Afraid of the Competition?

I am not afraid of competition.

By my own experience and observation the successful companies are not either. I’m not saying that this is how they became successful, but it sure is an interesting coincidence.

I think competition is great! Sure, they’ll take some market share, but the fact of two or a handful of competitors in a market segment is a benefit: it establishes an evolving market or makes an existing market bigger.

One supplier gives customers a choice of “Do I buy this solution or not?” This is at best a 50-50 proposition. If the question becomes, “Do I buy company A’s solution or company B’s solution?” then the need for the solution becomes embedded in the customer’s mind. That 50-50 proposition just went up to the 75-80% or better range and I believe I can out-perform and out-sell any competitor in a head to head battle. The result? I’m performing better than that 50-50 proposition.

The back and forth between two rivals generates interest and attention, and the focus is on “which is better?” instead of “is this any good?” The cola war between Coke and Pepsi helped both companies. The question was no longer, “Should I drink Coke?” or “Should I drink Pepsi?” Instead becoming, “Should I drink Coke or Pepsi?” The customer became predisposed to drink a cola product and the question became, “which one?”

There’s only two scenarios where I can imagine being afraid of the competition:

1. They’ll use their massive financial reserves to squash me like a bug, either with marketing spend, PR, slashing pricing, legal attacks or any combination.
2. A technically inferior product that cannot compete.

To eliminate #1, if you’re going up against an entrenched competitor with deep pockets, the business plan needs to account for that possibility. If the competition is contemplating the bug-squash method of removing you as a competitor, it’s a pretty good indication that your product is a direct threat to the deep-pocketed goliath. If you’re that much of a threat to them, you have leverage in the marketplace that you can take advantage of.

In other words, you must be doing something right to scare the heck out of a bigger player—so use that to advantage!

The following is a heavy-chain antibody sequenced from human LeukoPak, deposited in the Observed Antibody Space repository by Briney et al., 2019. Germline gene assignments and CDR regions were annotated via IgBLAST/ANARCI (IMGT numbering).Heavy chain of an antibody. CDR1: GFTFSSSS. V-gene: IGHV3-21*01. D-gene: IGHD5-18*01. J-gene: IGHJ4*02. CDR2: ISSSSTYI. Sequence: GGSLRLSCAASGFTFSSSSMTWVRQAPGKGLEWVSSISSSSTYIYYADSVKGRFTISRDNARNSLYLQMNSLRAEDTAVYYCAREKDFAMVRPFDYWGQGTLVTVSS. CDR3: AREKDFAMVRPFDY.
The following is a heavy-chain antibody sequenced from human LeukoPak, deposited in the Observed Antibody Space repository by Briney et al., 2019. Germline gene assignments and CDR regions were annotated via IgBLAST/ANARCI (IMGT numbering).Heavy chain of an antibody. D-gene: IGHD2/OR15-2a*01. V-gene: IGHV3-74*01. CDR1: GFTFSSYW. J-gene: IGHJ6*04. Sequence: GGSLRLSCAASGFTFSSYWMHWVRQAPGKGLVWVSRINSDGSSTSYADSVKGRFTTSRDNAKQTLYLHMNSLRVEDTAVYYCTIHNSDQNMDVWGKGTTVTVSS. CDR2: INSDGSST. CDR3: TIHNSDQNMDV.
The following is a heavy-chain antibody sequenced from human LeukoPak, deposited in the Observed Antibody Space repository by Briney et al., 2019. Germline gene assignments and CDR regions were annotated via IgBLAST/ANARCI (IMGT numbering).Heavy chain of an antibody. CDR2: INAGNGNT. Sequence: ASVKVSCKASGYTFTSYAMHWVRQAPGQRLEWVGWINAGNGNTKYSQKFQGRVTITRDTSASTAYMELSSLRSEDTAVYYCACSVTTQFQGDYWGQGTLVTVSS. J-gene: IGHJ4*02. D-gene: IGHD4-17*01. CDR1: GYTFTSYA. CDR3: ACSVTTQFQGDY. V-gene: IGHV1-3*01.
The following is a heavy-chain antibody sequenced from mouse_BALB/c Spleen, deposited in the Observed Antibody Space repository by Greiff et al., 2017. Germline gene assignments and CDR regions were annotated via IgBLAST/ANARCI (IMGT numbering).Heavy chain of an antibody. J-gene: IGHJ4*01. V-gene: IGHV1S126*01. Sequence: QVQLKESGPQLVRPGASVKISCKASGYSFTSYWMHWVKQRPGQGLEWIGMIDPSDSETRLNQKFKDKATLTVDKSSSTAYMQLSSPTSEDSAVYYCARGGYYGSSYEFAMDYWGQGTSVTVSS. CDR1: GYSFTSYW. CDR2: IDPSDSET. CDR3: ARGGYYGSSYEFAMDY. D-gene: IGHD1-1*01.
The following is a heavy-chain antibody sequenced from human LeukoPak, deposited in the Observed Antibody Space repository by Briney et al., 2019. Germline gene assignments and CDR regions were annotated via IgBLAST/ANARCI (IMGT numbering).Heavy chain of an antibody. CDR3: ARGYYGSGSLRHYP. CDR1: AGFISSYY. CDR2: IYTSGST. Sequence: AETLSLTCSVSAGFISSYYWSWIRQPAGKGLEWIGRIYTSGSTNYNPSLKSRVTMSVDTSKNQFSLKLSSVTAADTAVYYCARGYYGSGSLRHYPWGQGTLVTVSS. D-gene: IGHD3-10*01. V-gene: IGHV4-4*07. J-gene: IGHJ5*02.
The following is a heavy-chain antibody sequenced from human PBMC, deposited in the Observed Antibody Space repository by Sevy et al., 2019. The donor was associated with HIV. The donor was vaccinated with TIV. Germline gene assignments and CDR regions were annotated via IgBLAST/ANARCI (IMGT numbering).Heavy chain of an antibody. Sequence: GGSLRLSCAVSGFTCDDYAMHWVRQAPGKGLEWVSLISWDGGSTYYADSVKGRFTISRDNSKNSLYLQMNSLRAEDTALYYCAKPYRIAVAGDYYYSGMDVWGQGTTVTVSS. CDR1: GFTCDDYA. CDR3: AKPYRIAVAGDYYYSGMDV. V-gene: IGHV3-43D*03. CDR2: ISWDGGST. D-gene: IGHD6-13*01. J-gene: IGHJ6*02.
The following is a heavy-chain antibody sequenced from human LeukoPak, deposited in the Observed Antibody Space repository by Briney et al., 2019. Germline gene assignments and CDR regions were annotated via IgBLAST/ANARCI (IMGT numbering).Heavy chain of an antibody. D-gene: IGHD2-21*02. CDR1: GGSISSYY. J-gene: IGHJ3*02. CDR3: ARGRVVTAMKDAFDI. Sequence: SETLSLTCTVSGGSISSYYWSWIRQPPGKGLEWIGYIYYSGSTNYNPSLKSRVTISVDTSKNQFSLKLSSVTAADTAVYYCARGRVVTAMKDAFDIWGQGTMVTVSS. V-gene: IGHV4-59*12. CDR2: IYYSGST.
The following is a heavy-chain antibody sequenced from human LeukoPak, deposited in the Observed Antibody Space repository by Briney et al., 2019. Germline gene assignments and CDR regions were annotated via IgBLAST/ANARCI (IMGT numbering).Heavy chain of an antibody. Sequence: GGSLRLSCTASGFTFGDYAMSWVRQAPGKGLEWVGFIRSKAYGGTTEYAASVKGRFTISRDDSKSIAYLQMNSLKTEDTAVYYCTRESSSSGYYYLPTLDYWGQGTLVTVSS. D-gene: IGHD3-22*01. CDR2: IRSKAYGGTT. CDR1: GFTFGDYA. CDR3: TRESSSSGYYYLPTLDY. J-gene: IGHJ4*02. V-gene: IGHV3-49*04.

By elimination, the only thing that really scares me with a competitor is having a technically inferior product.

A technically inferior product means I’m ripe for a competitor to steal my business away. A technically inferior product means I can only grab fringe business. A technically inferior product means less customer demand. A technically inferior product means slow growth at best, more than likely declining sales and inevitably out of business. Going viral is out of the question.

If my product is roughly the same as a competitor, I can beat them with Marketing, PR, incredible customer service and a great sales team. The rivalry will generate press and publicity and customer awareness, which is beneficial to both companies.

I say embrace the competition. Take advantage of the inherent dynamics that drive growth in the entire market segment. Get passionate about winning, build a better product, then market, sell and service better than anyone.

If you’re afraid of the competition, what you should really be afraid of is your own inability to build, market, service and sell great products.

The software business isn’t rocket science. There are enough success stories of what consistently worked and what didn’t that the formula is pretty straightforward. Don’t be afraid of your competition—know their strengths, know their weaknesses, know what the customers want, then build a better product and beat their pants off. And have fun going viral!

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Chase Revenue or Market Share?

There has been an ongoing debate since the beginning of business: “What’s more important, market share or revenue?” In other words, do you go after market share or go after revenue?

One theory is if you focus on revenue, you only do business that is nicely profitable and you discard any business that is not profitable and ignore market share. The other theory is that if you grab all the market share you can and corner the market, revenue will automatically follow.

I have a different view. If you want to go viral, you concentrate on satisfying the customer, every customer in your target public, and own that segment of the market. If you take care of the customer and your product is priced right, you get BOTH revenue and market share.

I came across a quote from Aristotle Onassis many years ago. (Some of you are probably wondering who that is. Greek shipping magnate, married Jackie Kennedy.) He said, “Money isn’t the game, it’s how we keep score.”

If you focus on revenue as your primary goal, you tend to lose sight on what MAKES the money: customers buying your product in ever-increasing numbers. The best way to get customers to buy your product is to make great products priced right, marketed right, supported well. The focus is on SATISFYING the customer.

What prompted this post was a salesman proposing a particular solution within his company “so we get more revenue.” If all of the particular transactions with a customer were captured by “Company A,” they would generate more revenue. Company A was already on track to process 80-90% of the customer’s transactions. Should they try to force a minor competitor to pass transactions through Company A’s pipeline? His focus was on monopolizing every transaction, whether the customer was well-serviced on the additional transactions or not.